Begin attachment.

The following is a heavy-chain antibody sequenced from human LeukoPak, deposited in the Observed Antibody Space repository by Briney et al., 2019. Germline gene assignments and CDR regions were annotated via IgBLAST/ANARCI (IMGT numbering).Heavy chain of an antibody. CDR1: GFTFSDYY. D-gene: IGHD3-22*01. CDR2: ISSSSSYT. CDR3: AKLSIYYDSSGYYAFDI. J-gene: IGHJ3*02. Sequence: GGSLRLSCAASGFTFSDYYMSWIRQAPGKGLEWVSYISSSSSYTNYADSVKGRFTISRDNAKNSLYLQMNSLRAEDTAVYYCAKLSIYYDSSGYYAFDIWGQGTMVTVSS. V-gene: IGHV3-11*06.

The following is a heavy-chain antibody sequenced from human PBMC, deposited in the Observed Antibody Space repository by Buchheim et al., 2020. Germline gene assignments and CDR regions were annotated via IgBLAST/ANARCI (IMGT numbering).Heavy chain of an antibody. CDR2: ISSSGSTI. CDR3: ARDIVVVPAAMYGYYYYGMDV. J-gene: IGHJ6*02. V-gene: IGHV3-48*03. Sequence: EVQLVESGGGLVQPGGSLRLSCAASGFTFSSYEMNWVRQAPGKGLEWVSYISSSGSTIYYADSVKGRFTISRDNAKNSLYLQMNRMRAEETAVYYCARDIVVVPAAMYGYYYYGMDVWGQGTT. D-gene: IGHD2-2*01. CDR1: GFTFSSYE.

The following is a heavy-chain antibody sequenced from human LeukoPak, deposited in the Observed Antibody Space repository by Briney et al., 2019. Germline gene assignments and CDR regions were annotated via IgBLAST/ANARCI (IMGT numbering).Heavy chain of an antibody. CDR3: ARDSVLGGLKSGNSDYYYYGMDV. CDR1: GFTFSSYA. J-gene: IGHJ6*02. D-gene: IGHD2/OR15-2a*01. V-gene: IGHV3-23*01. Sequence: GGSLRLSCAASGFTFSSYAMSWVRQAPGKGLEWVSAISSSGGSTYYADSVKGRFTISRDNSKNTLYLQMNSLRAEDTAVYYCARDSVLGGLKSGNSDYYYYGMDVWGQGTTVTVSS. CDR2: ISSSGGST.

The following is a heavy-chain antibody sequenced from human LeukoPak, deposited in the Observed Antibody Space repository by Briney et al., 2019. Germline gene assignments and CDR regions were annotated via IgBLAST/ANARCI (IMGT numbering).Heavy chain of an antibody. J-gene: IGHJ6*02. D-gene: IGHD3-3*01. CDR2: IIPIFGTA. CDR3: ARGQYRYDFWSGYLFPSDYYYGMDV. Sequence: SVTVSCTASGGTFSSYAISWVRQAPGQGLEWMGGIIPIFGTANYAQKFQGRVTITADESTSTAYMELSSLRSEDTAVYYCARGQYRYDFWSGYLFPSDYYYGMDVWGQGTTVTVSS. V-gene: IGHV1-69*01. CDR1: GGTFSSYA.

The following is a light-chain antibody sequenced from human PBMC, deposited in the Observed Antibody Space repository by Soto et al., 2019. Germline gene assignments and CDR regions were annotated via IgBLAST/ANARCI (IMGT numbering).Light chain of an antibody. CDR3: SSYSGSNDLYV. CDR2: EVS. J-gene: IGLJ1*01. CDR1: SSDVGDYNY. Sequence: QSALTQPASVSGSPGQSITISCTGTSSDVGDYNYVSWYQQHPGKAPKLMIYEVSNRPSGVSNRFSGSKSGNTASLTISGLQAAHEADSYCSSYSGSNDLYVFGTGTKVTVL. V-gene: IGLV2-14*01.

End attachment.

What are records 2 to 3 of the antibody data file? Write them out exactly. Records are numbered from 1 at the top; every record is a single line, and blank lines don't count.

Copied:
The following is a heavy-chain antibody sequenced from human PBMC, deposited in the Observed Antibody Space repository by Buchheim et al., 2020. Germline gene assignments and CDR regions were annotated via IgBLAST/ANARCI (IMGT numbering).Heavy chain of an antibody. CDR2: ISSSGSTI. CDR3: ARDIVVVPAAMYGYYYYGMDV. J-gene: IGHJ6*02. V-gene: IGHV3-48*03. Sequence: EVQLVESGGGLVQPGGSLRLSCAASGFTFSSYEMNWVRQAPGKGLEWVSYISSSGSTIYYADSVKGRFTISRDNAKNSLYLQMNRMRAEETAVYYCARDIVVVPAAMYGYYYYGMDVWGQGTT. D-gene: IGHD2-2*01. CDR1: GFTFSSYE.

The following is a heavy-chain antibody sequenced from human LeukoPak, deposited in the Observed Antibody Space repository by Briney et al., 2019. Germline gene assignments and CDR regions were annotated via IgBLAST/ANARCI (IMGT numbering).Heavy chain of an antibody. CDR3: ARDSVLGGLKSGNSDYYYYGMDV. CDR1: GFTFSSYA. J-gene: IGHJ6*02. D-gene: IGHD2/OR15-2a*01. V-gene: IGHV3-23*01. Sequence: GGSLRLSCAASGFTFSSYAMSWVRQAPGKGLEWVSAISSSGGSTYYADSVKGRFTISRDNSKNTLYLQMNSLRAEDTAVYYCARDSVLGGLKSGNSDYYYYGMDVWGQGTTVTVSS. CDR2: ISSSGGST.